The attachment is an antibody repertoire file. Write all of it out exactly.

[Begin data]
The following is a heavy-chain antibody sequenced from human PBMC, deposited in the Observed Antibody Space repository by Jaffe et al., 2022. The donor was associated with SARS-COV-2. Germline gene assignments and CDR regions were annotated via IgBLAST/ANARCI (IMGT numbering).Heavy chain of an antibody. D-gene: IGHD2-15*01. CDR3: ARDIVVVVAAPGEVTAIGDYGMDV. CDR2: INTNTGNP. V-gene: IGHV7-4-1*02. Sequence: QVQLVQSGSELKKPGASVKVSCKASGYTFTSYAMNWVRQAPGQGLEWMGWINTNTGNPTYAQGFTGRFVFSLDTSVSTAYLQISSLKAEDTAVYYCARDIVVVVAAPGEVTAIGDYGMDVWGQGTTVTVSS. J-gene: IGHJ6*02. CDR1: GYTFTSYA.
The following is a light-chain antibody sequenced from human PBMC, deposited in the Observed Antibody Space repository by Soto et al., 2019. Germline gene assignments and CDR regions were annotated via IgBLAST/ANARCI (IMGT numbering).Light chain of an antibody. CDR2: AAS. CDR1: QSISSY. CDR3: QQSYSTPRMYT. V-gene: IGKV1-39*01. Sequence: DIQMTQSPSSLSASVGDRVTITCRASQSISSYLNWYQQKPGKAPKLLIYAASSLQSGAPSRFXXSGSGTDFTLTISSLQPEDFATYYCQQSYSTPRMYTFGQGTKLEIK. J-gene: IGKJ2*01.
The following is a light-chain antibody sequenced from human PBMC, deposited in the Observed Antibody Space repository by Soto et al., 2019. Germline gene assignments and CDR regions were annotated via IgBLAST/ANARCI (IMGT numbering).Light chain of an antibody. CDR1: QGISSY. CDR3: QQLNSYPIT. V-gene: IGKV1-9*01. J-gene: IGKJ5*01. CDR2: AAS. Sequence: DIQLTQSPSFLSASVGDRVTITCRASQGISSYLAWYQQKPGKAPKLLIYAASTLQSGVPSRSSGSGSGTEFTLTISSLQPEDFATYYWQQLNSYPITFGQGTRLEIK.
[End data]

The following is a heavy-chain antibody sequenced from human PBMC, deposited in the Observed Antibody Space repository by Jaffe et al., 2022. The donor was associated with SARS-COV-2. Germline gene assignments and CDR regions were annotated via IgBLAST/ANARCI (IMGT numbering).Heavy chain of an antibody. D-gene: IGHD2-15*01. CDR3: ARDIVVVVAAPGEVTAIGDYGMDV. CDR2: INTNTGNP. V-gene: IGHV7-4-1*02. Sequence: QVQLVQSGSELKKPGASVKVSCKASGYTFTSYAMNWVRQAPGQGLEWMGWINTNTGNPTYAQGFTGRFVFSLDTSVSTAYLQISSLKAEDTAVYYCARDIVVVVAAPGEVTAIGDYGMDVWGQGTTVTVSS. J-gene: IGHJ6*02. CDR1: GYTFTSYA.
The following is a light-chain antibody sequenced from human PBMC, deposited in the Observed Antibody Space repository by Soto et al., 2019. Germline gene assignments and CDR regions were annotated via IgBLAST/ANARCI (IMGT numbering).Light chain of an antibody. CDR2: AAS. CDR1: QSISSY. CDR3: QQSYSTPRMYT. V-gene: IGKV1-39*01. Sequence: DIQMTQSPSSLSASVGDRVTITCRASQSISSYLNWYQQKPGKAPKLLIYAASSLQSGAPSRFXXSGSGTDFTLTISSLQPEDFATYYCQQSYSTPRMYTFGQGTKLEIK. J-gene: IGKJ2*01.
The following is a light-chain antibody sequenced from human PBMC, deposited in the Observed Antibody Space repository by Soto et al., 2019. Germline gene assignments and CDR regions were annotated via IgBLAST/ANARCI (IMGT numbering).Light chain of an antibody. CDR1: QGISSY. CDR3: QQLNSYPIT. V-gene: IGKV1-9*01. J-gene: IGKJ5*01. CDR2: AAS. Sequence: DIQLTQSPSFLSASVGDRVTITCRASQGISSYLAWYQQKPGKAPKLLIYAASTLQSGVPSRSSGSGSGTEFTLTISSLQPEDFATYYWQQLNSYPITFGQGTRLEIK.